Cognitive and clinical outcomes of homocysteine-lowering B-vitamin treatment in mild cognitive impairment: a randomized controlled trial
ABSTRACT Homocysteine is a risk factor for Alzheimer's disease. In the first report on the VITACOG trial, we showed that homocysteine-lowering treatment with B vitamins slows the rate of brain atrophy in mild cognitive impairment (MCI). Here we report the effect of B vitamins on cognitive and clinical decline (secondary outcomes) in the same study.
This was a double-blind, single-centre study, which included participants with MCI, aged ≥ 70 y, randomly assigned to receive a daily dose of 0.8 mg folic acid, 0.5 mg vitamin B(12) and 20 mg vitamin B(6) (133 participants) or placebo (133 participants) for 2 y. Changes in cognitive or clinical function were analysed by generalized linear models or mixed-effects models.
The mean plasma total homocysteine was 30% lower in those treated with B vitamins relative to placebo. B vitamins stabilized executive function (CLOX) relative to placebo (P = 0.015). There was significant benefit of B-vitamin treatment among participants with baseline homocysteine above the median (11.3 µmol/L) in global cognition (Mini Mental State Examination, P < 0.001), episodic memory (Hopkins Verbal Learning Test-delayed recall, P = 0.001) and semantic memory (category fluency, P = 0.037). Clinical benefit occurred in the B-vitamin group for those in the upper quartile of homocysteine at baseline in global clinical dementia rating score (P = 0.02) and IQCODE score (P = 0.01).
In this small intervention trial, B vitamins appear to slow cognitive and clinical decline in people with MCI, in particular in those with elevated homocysteine. Further trials are needed to see if this treatment will slow or prevent conversion from MCI to dementia.
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- "To describe this critical level of brain shrinkage on cognitive performance, novel data analysis comparing the measures of brain shrinkage at the end of the VITACOG trial with certain cognitive scores collected at a number of time points over the 2 years has been performed. The rate of brain volume change was measured as described previously (Smith et al., 2010), and the cognitive measures (Telephone Inventory for Cognitive StatusdModified [TICS- M] and Hopkins Verbal Learning TestdDelayed Recall [HVLT-DR]) are described in de Jager et al. (2012) (supplementary appendix). When these measures were analyzed by quartiles for rate of brain shrinkage for all the trial participants with 2 magnetic resonance imaging scans (n ¼ 168), it was found that those who had the fastest brain shrinkage showed the most cognitive decline (Fig. 2A and B). "
ABSTRACT: Few B-vitamin trials to lower homocysteine (Hcy) have reported evidence of beneficial effects on cognition in older adults with cognitive impairment or Alzheimer's disease. This article reviews the role of Hcy in cognitive decline. It also considers some reasons why meta-analyses have failed to find effects of B-vitamin treatment. Findings from the successful VITACOG trial are examined from a new perspective of critical levels of Hcy and brain atrophy that may impact on the efficacy of B-vitamin treatment. It appears that there is a critical level of brain shrinkage, possibly mediated by elevated Hcy, which when reached, results in cognitive decline, especially in episodic memory performance. Supplements, food sources, and effects of folic acid fortification are discussed in relation to B12 deficiency.Neurobiology of Aging 05/2014; 35. DOI:10.1016/j.neurobiolaging.2014.03.040 · 4.85 Impact Factor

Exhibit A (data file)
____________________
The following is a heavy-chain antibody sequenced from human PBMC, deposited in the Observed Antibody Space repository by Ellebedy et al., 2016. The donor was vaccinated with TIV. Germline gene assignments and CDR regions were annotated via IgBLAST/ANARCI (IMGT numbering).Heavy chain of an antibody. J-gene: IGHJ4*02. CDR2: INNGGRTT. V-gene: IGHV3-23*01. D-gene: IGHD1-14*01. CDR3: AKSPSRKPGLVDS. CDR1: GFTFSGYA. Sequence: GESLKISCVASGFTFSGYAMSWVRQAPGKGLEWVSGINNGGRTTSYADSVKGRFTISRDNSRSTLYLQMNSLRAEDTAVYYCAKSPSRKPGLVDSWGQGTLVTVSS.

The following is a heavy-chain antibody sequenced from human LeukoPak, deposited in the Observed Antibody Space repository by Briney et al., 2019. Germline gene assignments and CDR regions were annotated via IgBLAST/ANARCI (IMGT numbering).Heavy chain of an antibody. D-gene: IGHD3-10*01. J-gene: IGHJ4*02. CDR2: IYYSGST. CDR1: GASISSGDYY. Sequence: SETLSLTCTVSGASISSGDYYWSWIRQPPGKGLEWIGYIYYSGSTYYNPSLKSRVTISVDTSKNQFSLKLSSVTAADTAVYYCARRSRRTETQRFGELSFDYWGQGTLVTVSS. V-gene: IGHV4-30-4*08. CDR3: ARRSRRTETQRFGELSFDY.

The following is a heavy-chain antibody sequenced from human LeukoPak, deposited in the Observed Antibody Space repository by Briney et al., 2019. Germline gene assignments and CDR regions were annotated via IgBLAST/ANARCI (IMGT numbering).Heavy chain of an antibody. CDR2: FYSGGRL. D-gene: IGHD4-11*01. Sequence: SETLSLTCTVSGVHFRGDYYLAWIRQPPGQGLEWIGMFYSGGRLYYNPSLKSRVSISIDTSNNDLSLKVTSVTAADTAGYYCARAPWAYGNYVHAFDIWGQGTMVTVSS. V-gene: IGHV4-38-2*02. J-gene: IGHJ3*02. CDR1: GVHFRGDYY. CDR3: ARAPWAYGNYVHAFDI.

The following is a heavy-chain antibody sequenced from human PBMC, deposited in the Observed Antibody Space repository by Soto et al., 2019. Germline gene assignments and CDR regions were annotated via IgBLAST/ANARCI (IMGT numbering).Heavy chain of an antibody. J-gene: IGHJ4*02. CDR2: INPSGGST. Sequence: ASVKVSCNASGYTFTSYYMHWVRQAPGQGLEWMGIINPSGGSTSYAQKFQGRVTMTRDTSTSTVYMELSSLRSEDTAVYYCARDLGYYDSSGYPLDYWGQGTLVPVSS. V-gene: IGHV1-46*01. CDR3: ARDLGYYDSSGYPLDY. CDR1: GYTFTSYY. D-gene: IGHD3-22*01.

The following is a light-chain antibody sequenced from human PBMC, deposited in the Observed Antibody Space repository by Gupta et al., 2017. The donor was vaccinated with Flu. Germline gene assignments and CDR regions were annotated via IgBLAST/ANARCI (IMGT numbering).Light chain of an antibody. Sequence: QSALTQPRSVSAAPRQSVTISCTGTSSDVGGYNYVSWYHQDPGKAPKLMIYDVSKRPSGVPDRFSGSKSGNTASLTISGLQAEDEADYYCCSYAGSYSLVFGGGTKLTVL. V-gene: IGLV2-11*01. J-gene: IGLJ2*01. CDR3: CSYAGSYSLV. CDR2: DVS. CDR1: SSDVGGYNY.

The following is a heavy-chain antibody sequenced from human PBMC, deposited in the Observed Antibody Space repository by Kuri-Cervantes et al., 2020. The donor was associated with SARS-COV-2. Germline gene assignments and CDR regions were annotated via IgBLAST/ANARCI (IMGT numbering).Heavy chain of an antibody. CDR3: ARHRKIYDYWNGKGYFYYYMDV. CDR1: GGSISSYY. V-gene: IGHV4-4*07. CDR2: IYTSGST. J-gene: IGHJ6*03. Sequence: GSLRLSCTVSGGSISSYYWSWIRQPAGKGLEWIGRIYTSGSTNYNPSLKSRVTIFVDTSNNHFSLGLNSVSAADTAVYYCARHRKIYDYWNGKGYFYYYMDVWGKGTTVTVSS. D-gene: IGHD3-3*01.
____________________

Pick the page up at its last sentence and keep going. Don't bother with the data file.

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- "). Nonetheless, the efficacy of B-vitamins is not yet settled; in an Oxford University study of older individuals with elevated homocysteine levels and mild cognitive impairment, supplementation with these 3 vitamins maintained memory performance and reduced the rate of brain atrophy (de Jager et al., 2012; Douaud et al., 2013; Smith, 2010). Healthful sources of folate include leafy green vegetables, such as broccoli, kale, and spinach, beans, peas, citrus fruits, and cantaloupe . "
ABSTRACT: Risk of developing Alzheimer's disease is increased by older age, genetic factors, and several medical risk factors. Studies have also suggested that dietary and lifestyle factors may influence risk, raising the possibility that preventive strategies may be effective. This body of research is incomplete. However, because the most scientifically supported lifestyle factors for Alzheimer's disease are known factors for cardiovascular diseases and diabetes, it is reasonable to provide preliminary guidance to help individuals who wish to reduce their risk. At the International Conference on Nutrition and the Brain, Washington, DC, July 19-20, 2013, speakers were asked to comment on possible guidelines for Alzheimer's disease prevention, with an aim of developing a set of practical, albeit preliminary, steps to be recommended to members of the public. From this discussion, 7 guidelines emerged related to healthful diet and exercise habits.Neurobiology of Aging 05/2014; 35. DOI:10.1016/j.neurobiolaging.2014.03.033 · 4.85 Impact Factor
- "However, doubt remains about the interpretation and significance of these effects . Even intervention studies with vitamin supplementation which purport to support a homocysteinemia pathway for B-group vitamin effects on cognition or brain atrophy may still have circumstantial findings  . Moreover, high folate intakes have actually been associated with more rapid cognitive decline . "
Dataset: Xiu et al,NR,2013